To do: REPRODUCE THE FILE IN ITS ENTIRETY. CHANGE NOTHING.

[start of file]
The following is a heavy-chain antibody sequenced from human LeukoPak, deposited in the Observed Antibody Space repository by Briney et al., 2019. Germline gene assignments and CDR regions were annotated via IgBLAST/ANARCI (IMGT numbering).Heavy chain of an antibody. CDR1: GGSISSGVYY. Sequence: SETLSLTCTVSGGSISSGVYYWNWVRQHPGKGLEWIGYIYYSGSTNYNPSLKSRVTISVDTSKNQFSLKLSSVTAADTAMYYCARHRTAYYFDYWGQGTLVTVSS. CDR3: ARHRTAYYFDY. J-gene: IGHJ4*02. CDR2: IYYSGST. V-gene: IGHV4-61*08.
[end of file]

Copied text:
The following is a heavy-chain antibody sequenced from human LeukoPak, deposited in the Observed Antibody Space repository by Briney et al., 2019. Germline gene assignments and CDR regions were annotated via IgBLAST/ANARCI (IMGT numbering).Heavy chain of an antibody. CDR1: GGSISSGVYY. Sequence: SETLSLTCTVSGGSISSGVYYWNWVRQHPGKGLEWIGYIYYSGSTNYNPSLKSRVTISVDTSKNQFSLKLSSVTAADTAMYYCARHRTAYYFDYWGQGTLVTVSS. CDR3: ARHRTAYYFDY. J-gene: IGHJ4*02. CDR2: IYYSGST. V-gene: IGHV4-61*08.